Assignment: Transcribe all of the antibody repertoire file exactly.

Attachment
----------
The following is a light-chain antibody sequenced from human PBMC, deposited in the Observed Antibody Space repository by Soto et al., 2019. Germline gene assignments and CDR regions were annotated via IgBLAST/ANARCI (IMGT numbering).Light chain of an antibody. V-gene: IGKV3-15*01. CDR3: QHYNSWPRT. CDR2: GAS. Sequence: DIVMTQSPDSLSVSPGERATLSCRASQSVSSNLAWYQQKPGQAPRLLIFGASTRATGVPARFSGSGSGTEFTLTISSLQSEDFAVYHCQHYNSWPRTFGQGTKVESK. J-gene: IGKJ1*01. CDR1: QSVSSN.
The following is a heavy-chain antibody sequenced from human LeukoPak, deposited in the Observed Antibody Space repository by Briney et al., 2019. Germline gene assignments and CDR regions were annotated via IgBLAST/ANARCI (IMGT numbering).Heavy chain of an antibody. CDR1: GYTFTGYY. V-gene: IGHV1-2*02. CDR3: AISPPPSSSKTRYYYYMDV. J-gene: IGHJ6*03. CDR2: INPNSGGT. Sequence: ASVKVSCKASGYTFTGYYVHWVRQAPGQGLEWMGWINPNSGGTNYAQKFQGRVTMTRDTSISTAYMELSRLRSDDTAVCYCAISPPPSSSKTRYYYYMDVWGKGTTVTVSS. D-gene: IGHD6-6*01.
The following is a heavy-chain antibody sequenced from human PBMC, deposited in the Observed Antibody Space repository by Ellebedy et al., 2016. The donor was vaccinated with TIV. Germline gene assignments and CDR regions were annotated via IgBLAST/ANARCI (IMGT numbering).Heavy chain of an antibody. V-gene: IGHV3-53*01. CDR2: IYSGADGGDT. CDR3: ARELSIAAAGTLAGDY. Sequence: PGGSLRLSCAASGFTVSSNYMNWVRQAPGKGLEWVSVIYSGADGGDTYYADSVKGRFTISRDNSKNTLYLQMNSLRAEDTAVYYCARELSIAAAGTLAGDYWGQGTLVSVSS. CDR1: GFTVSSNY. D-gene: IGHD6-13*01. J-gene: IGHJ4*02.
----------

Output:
The following is a light-chain antibody sequenced from human PBMC, deposited in the Observed Antibody Space repository by Soto et al., 2019. Germline gene assignments and CDR regions were annotated via IgBLAST/ANARCI (IMGT numbering).Light chain of an antibody. V-gene: IGKV3-15*01. CDR3: QHYNSWPRT. CDR2: GAS. Sequence: DIVMTQSPDSLSVSPGERATLSCRASQSVSSNLAWYQQKPGQAPRLLIFGASTRATGVPARFSGSGSGTEFTLTISSLQSEDFAVYHCQHYNSWPRTFGQGTKVESK. J-gene: IGKJ1*01. CDR1: QSVSSN.
The following is a heavy-chain antibody sequenced from human LeukoPak, deposited in the Observed Antibody Space repository by Briney et al., 2019. Germline gene assignments and CDR regions were annotated via IgBLAST/ANARCI (IMGT numbering).Heavy chain of an antibody. CDR1: GYTFTGYY. V-gene: IGHV1-2*02. CDR3: AISPPPSSSKTRYYYYMDV. J-gene: IGHJ6*03. CDR2: INPNSGGT. Sequence: ASVKVSCKASGYTFTGYYVHWVRQAPGQGLEWMGWINPNSGGTNYAQKFQGRVTMTRDTSISTAYMELSRLRSDDTAVCYCAISPPPSSSKTRYYYYMDVWGKGTTVTVSS. D-gene: IGHD6-6*01.
The following is a heavy-chain antibody sequenced from human PBMC, deposited in the Observed Antibody Space repository by Ellebedy et al., 2016. The donor was vaccinated with TIV. Germline gene assignments and CDR regions were annotated via IgBLAST/ANARCI (IMGT numbering).Heavy chain of an antibody. V-gene: IGHV3-53*01. CDR2: IYSGADGGDT. CDR3: ARELSIAAAGTLAGDY. Sequence: PGGSLRLSCAASGFTVSSNYMNWVRQAPGKGLEWVSVIYSGADGGDTYYADSVKGRFTISRDNSKNTLYLQMNSLRAEDTAVYYCARELSIAAAGTLAGDYWGQGTLVSVSS. CDR1: GFTVSSNY. D-gene: IGHD6-13*01. J-gene: IGHJ4*02.